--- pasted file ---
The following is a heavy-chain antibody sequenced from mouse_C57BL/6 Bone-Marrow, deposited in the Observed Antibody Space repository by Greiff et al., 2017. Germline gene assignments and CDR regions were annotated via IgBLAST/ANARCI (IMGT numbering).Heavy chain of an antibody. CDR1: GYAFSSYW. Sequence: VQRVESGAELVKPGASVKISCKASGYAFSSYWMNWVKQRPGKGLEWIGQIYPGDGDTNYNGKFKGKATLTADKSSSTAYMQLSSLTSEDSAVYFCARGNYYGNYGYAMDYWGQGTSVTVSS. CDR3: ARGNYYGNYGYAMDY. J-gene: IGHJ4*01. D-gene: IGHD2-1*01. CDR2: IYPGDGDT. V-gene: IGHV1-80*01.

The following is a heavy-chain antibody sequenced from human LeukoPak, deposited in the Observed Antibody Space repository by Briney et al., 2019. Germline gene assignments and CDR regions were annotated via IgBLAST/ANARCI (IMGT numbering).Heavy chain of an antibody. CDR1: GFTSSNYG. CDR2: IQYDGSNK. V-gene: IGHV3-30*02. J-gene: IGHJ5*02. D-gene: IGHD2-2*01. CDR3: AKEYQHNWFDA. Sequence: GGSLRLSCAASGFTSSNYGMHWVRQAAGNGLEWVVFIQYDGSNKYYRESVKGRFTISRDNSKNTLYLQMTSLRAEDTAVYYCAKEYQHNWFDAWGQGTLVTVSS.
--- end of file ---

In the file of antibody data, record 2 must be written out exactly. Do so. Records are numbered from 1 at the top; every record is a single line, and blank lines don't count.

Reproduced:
The following is a heavy-chain antibody sequenced from human LeukoPak, deposited in the Observed Antibody Space repository by Briney et al., 2019. Germline gene assignments and CDR regions were annotated via IgBLAST/ANARCI (IMGT numbering).Heavy chain of an antibody. CDR1: GFTSSNYG. CDR2: IQYDGSNK. V-gene: IGHV3-30*02. J-gene: IGHJ5*02. D-gene: IGHD2-2*01. CDR3: AKEYQHNWFDA. Sequence: GGSLRLSCAASGFTSSNYGMHWVRQAAGNGLEWVVFIQYDGSNKYYRESVKGRFTISRDNSKNTLYLQMTSLRAEDTAVYYCAKEYQHNWFDAWGQGTLVTVSS.